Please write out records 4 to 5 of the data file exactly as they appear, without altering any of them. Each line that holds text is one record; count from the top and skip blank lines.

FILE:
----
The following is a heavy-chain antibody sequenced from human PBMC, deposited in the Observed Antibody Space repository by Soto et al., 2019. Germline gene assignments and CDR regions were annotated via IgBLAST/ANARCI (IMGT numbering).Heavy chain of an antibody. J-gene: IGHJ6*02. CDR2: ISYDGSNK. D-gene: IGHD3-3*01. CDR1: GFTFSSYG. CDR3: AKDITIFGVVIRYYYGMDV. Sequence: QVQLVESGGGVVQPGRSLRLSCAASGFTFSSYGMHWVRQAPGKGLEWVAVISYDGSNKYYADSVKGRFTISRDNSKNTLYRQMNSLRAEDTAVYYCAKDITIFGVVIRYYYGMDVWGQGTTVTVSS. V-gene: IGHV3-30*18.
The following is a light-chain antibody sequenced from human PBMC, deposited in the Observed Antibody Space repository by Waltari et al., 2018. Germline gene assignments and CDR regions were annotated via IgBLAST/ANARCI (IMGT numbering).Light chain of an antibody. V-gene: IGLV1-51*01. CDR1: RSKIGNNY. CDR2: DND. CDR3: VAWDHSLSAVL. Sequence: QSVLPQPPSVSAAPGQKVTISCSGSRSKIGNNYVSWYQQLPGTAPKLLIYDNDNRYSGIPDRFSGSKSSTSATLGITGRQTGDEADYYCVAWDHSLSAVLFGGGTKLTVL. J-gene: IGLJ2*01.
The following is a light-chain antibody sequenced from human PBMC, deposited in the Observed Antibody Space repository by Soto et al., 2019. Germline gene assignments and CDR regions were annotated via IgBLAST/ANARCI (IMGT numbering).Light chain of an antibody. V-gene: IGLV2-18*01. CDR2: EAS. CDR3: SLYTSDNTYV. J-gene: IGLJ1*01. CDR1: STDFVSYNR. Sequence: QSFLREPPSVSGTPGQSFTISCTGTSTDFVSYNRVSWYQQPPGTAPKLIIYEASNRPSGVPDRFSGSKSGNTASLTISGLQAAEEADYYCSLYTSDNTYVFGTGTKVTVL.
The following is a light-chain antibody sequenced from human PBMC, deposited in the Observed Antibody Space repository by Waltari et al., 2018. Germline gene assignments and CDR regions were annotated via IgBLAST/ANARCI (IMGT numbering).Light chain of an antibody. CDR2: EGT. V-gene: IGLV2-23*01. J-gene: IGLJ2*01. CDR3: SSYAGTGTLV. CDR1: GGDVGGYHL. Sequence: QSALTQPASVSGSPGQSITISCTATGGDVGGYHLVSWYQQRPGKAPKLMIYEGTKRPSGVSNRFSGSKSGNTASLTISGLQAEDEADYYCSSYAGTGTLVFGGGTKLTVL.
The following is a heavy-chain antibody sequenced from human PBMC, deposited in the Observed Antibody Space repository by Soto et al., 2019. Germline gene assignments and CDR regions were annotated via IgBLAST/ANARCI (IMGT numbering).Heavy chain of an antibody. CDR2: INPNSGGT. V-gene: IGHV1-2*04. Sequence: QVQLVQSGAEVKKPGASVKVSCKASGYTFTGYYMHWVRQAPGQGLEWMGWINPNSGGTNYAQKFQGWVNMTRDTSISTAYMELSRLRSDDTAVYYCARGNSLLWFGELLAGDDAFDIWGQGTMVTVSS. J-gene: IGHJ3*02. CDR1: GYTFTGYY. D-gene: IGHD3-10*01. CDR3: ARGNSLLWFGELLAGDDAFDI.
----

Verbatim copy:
The following is a light-chain antibody sequenced from human PBMC, deposited in the Observed Antibody Space repository by Waltari et al., 2018. Germline gene assignments and CDR regions were annotated via IgBLAST/ANARCI (IMGT numbering).Light chain of an antibody. CDR2: EGT. V-gene: IGLV2-23*01. J-gene: IGLJ2*01. CDR3: SSYAGTGTLV. CDR1: GGDVGGYHL. Sequence: QSALTQPASVSGSPGQSITISCTATGGDVGGYHLVSWYQQRPGKAPKLMIYEGTKRPSGVSNRFSGSKSGNTASLTISGLQAEDEADYYCSSYAGTGTLVFGGGTKLTVL.
The following is a heavy-chain antibody sequenced from human PBMC, deposited in the Observed Antibody Space repository by Soto et al., 2019. Germline gene assignments and CDR regions were annotated via IgBLAST/ANARCI (IMGT numbering).Heavy chain of an antibody. CDR2: INPNSGGT. V-gene: IGHV1-2*04. Sequence: QVQLVQSGAEVKKPGASVKVSCKASGYTFTGYYMHWVRQAPGQGLEWMGWINPNSGGTNYAQKFQGWVNMTRDTSISTAYMELSRLRSDDTAVYYCARGNSLLWFGELLAGDDAFDIWGQGTMVTVSS. J-gene: IGHJ3*02. CDR1: GYTFTGYY. D-gene: IGHD3-10*01. CDR3: ARGNSLLWFGELLAGDDAFDI.